These KU players are already thinking about returning: What Yesufu, Udeh said

Kansas freshman Ernest Udeh Jr. looked around the locker room and took it all in.

The No. 1-seeded Jayhawks had just lost 72-71 to No. 8 Arkansas in the NCAA Tournament’s Round of 32 at Wells Fargo Arena in Des Moines, Iowa.

The emotions of his teammates ranged from sadness to looks of apathy.

Senior guard Kevin McCullar couldn’t hide his tears. Freshman star Gradey Dick reminisced about the season while talking to reporters.

Star forward Jalen Wilson held a pained expression as he blamed himself for the loss. Guard MJ Rice stared at the locker room carpet with headphones on his ears.

As Udeh soaked the scene in, he quickly realized he didn’t ever want to be in this situation again.

He believed the loss would forever stick in his mind as he felt he had let the seniors down. Udeh said he’d carry that burden until he made up for it.

“Obviously, making the tournament ... (at) Kansas isn’t an achievement. You’re expected to,” Udeh told The Star postgame. “That’s why I came to this school, to win championships. Not only just have a winning record or anything, but the (expectation) is to get hardware. You come to Kansas to do that.”

As the backup five behind KJ Adams, Udeh averaged 8.3 minutes per game. He was key at times, such as in wins over Kentucky at Rupp Arena or in the Big 12 Tournament against Iowa State, but finished the season with hopes of improving in a variety of ways.

“For sure scoring, me being solid on the defensive end and things of that nature,” Udeh told The Star earlier in March. “Just being more comfortable trying to get to the basket and put up points and whatnot, but also (playing with) that defensive tenacity.”

Udeh is also ready to step into a leadership role with the departure of Wilson and McCullar.

“I’d say we have three leaders, Juan (Harris), J-Will and Kevin,” Udeh said. “We listen to those guys. And moving forward, I have to be able to not specifically be the leader, but be a voice in the locker room and help all five guys on the court.”

Like Udeh, sophomore bench guard Bobby Pettiford is ready to step into a leadership role.

“Next year, I will definitely be a veteran,” Pettiford told The Star. “I’ve played in games this year.”

Editor’s note: Pettiford reportedly entered the transfer portal Wednesday.

He hopes to start alongside Harris next season but knows he has much to work on this summer. The guard averaged 2.2 points per game in 32 contests. He posted 43 assists to 36 turnovers.

“I expect to improve on everything, (my) whole game,” Pettiford said. “Definitely shooting the ball from outside to play alongside Juan.”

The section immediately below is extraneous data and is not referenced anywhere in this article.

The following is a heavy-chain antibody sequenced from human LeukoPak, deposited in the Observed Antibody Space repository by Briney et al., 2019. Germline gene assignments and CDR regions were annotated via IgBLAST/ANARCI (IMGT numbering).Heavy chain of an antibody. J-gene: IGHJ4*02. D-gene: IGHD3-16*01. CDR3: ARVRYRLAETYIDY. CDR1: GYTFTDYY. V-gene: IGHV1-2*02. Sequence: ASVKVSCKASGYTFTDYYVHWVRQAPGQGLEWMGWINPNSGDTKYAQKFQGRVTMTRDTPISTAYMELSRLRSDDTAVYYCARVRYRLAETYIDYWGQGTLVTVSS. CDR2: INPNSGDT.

The Jayhawks will also be working in some youth on next year’s roster. That includes additions from the Class of 2023 in combo guards Elmarko Jackson, Chris Johnson and Jamari McDowell, plus newly reclassified forward Marcus Adams.

It’ll make the roster crunch challenging for Kansas — which can give out 12 scholarships next season.

After Cam Martin entered the transfer portal on Monday, players who didn’t crack the rotation could look to join him. That list could include Rice (7.5 minutes per game), sophomore big Zach Clemence (5.7 minutes) and freshman guard Kyle Cuffe Jr. (3.0 minutes, two games played).

If any of them transfer, it’ll open up some roster spots for KU that are sorely needed.

Seldom-used freshman big Zuby Ejiofor will likely battle Udeh for minutes next year, assuming both are back. In addition, Harris will almost certainly return as the Jayhawks’ starting point guard.

If Dick departs, that leaves an average of almost 45 points per game to replace him, Wilson and McCullar.

Adams could help alleviate some of the scoring concerns. He averaged 10.6 points despite not having much of a mid-range or outside shot. However, he’s looking to change that. He plans to work on his shooting in the offseason.

Junior bench guard Joseph Yesufu, who averaged 4.1 points per game, didn’t hesitate when asked if he planned to return. He said he hopes to come back and make a run next year.

“We had a special season — we won a regular season title, but we were hoping for more,” Yesufu told The Star. “We wanted to do more (to) make our fans proud.”

The roster is still somewhat in flux for next season, with only a handful of players confirming plans to return.

Perhaps that best fits a belief of Udeh — that it takes a special player to wear a Kansas uniform.

“When you wear that Kansas on your chest, there’s a lot that’s expected of you and a lot that you have to buy into,” Udeh said. “People come here wanting to win championships. ... It takes a level a of dedication and you’ve got to really care about it.”